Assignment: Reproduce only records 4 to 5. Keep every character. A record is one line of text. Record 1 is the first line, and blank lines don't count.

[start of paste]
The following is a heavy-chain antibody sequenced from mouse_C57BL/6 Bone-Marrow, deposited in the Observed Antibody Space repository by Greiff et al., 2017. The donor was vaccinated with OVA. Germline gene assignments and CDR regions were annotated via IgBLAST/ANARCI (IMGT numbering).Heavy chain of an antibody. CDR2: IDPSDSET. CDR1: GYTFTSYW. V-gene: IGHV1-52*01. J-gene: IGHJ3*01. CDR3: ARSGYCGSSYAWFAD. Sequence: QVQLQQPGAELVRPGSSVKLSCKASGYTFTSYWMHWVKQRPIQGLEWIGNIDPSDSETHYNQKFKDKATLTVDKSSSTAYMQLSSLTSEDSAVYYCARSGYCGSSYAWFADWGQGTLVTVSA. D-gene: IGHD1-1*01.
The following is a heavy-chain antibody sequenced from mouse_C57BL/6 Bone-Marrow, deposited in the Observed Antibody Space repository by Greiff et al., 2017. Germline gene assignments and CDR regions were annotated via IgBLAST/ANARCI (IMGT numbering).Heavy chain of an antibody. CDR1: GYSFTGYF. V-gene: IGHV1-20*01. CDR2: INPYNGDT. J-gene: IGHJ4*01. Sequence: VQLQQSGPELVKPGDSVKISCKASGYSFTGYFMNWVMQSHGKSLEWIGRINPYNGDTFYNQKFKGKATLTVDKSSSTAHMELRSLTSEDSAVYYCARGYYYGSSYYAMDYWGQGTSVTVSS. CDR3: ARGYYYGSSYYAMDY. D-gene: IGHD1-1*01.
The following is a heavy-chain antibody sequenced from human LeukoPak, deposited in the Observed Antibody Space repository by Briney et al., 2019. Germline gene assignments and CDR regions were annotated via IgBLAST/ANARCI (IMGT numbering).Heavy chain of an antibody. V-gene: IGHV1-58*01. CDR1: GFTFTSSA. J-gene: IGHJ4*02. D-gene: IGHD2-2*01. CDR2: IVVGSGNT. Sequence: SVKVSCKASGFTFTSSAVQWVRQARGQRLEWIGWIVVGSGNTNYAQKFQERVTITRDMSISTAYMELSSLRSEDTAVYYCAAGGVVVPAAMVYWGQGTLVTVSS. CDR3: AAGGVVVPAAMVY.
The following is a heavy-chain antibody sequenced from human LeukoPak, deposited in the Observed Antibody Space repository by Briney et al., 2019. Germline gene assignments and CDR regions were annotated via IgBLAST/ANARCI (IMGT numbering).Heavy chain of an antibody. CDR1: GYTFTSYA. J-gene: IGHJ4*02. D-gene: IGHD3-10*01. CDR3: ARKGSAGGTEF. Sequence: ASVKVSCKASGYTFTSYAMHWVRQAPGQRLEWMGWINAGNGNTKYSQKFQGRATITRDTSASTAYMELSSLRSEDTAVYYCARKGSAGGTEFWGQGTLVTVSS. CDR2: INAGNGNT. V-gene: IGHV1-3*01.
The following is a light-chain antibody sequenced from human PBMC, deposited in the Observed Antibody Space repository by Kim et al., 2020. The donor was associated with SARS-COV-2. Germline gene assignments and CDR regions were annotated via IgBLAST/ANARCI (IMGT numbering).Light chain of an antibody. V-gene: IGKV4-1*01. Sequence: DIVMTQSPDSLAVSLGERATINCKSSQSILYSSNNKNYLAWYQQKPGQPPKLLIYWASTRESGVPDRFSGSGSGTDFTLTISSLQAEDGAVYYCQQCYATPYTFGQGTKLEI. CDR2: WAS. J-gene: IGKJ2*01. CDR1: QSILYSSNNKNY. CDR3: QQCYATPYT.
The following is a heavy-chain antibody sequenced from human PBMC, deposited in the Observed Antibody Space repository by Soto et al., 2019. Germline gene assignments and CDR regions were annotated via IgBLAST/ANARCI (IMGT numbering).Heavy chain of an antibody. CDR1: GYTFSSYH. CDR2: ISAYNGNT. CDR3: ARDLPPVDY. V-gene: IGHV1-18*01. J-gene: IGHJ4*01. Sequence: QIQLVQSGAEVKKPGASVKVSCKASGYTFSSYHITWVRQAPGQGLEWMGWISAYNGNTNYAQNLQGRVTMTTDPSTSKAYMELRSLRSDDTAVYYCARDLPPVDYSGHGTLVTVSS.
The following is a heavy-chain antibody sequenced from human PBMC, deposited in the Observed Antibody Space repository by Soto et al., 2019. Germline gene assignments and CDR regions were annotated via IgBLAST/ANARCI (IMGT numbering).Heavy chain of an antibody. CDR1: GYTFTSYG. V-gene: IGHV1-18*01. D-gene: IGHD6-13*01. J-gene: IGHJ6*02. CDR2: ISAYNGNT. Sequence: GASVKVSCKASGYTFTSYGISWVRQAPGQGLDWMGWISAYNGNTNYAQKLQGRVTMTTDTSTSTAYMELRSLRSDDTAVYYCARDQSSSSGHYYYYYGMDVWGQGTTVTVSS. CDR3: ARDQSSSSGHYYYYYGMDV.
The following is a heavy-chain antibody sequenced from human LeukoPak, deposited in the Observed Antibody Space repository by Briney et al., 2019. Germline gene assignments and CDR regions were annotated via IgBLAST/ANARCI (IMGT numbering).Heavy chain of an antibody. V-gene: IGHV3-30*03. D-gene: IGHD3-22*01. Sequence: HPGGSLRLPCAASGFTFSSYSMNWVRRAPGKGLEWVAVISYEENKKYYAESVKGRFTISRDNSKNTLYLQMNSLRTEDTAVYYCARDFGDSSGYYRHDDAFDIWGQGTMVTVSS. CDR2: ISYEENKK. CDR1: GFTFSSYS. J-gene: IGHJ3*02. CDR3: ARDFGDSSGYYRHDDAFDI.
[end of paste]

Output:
The following is a heavy-chain antibody sequenced from human LeukoPak, deposited in the Observed Antibody Space repository by Briney et al., 2019. Germline gene assignments and CDR regions were annotated via IgBLAST/ANARCI (IMGT numbering).Heavy chain of an antibody. CDR1: GYTFTSYA. J-gene: IGHJ4*02. D-gene: IGHD3-10*01. CDR3: ARKGSAGGTEF. Sequence: ASVKVSCKASGYTFTSYAMHWVRQAPGQRLEWMGWINAGNGNTKYSQKFQGRATITRDTSASTAYMELSSLRSEDTAVYYCARKGSAGGTEFWGQGTLVTVSS. CDR2: INAGNGNT. V-gene: IGHV1-3*01.
The following is a light-chain antibody sequenced from human PBMC, deposited in the Observed Antibody Space repository by Kim et al., 2020. The donor was associated with SARS-COV-2. Germline gene assignments and CDR regions were annotated via IgBLAST/ANARCI (IMGT numbering).Light chain of an antibody. V-gene: IGKV4-1*01. Sequence: DIVMTQSPDSLAVSLGERATINCKSSQSILYSSNNKNYLAWYQQKPGQPPKLLIYWASTRESGVPDRFSGSGSGTDFTLTISSLQAEDGAVYYCQQCYATPYTFGQGTKLEI. CDR2: WAS. J-gene: IGKJ2*01. CDR1: QSILYSSNNKNY. CDR3: QQCYATPYT.